More than 700 people have already participated in the multi-neighborhood effort to help craft a redevelopment plan for CSX Transportation’s 70-acre rail depot, Hulsey Yard.
Since the initiative kicked off in earnest this spring, a few things have become abundantly clear: Neighbors want new green space, a refreshed focus on connectivity to the area, and a project that doesn’t resemble the high-brow likes of places like Atlantic Station.
For years, leaders from Old Fourth Ward, Inman Park, Cabbagetown, and Reynoldstown have been eyeing the massive rail yard, plotting a way to turn it into a community asset, and they recently recruited Atlanta-based architecture firm Lord Aeck Sargent to help them craft a plan to do just that.
After a meeting with LAS on Wednesday evening, Nicole Seekely, chair of the Hulsey Yard Study Committee, told Curbed Atlanta the hundreds of responses the partnership has garnered from an online survey and a week-long pop-up design studio held in Reynoldstown have outlined a few musts for the potential project.
People are calling for connectivity and density, she said.
They want connective nodes for vehicular and pedestrian traffic between Chester Avenue and Delta Place; they’re advocating for Beltline-adjacent transit; and they want an infill MARTA station between the King Memorial and Inman Park-Reynoldstown stops.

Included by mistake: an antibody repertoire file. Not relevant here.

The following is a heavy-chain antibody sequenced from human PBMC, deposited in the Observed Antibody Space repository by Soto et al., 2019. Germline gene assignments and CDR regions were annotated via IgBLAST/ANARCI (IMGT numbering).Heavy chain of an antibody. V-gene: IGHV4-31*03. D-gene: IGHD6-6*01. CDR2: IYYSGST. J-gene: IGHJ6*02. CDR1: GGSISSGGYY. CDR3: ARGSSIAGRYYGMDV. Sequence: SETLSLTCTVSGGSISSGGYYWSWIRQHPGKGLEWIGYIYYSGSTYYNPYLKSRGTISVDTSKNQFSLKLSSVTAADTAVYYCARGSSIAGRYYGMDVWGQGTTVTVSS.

Plus, the community input shows people want to put a serious limit on the amount of parking spaces that could be created.
“Many folks want the masterplan to be aggressive on parking maximums (by requiring very low maximum parking) and not allow the car to drive the plan,” Seekely said.
The site the committee is studying was only in recent weeks cleared of the hundreds of freight cars that usually pack it, which has many observers speculating that CSX is mulling the possibility of putting the property on the market.
Proponents of the (very) proactive planning effort—CSX has yet to show any indication of an interest in selling—say creating a masterplan is a means of preempting big-shot developers from scooping up the land and turning it into Atlanta’s next posh mixed-use community without proper public input.
“There are no guarantees in this process, other than the guarantee that, if we don’t participate in the process, nobody will hear our concerns,” wrote Cabbagetown resident Brandon Sutton in the Cabbagetown Neighbor, a community-run paper.
Matt Cherry, an urban designer with LAS, told Curbed on Wednesday that a clearer summation of the community input should be made available online by the end of the week.
“We are still working on drafts of site framework plans that we will use as a topic for our next public open house, which we are targeting to schedule in late June or early July,” he said.
A full report on the community’s desires should be published this coming fall, Cherry said.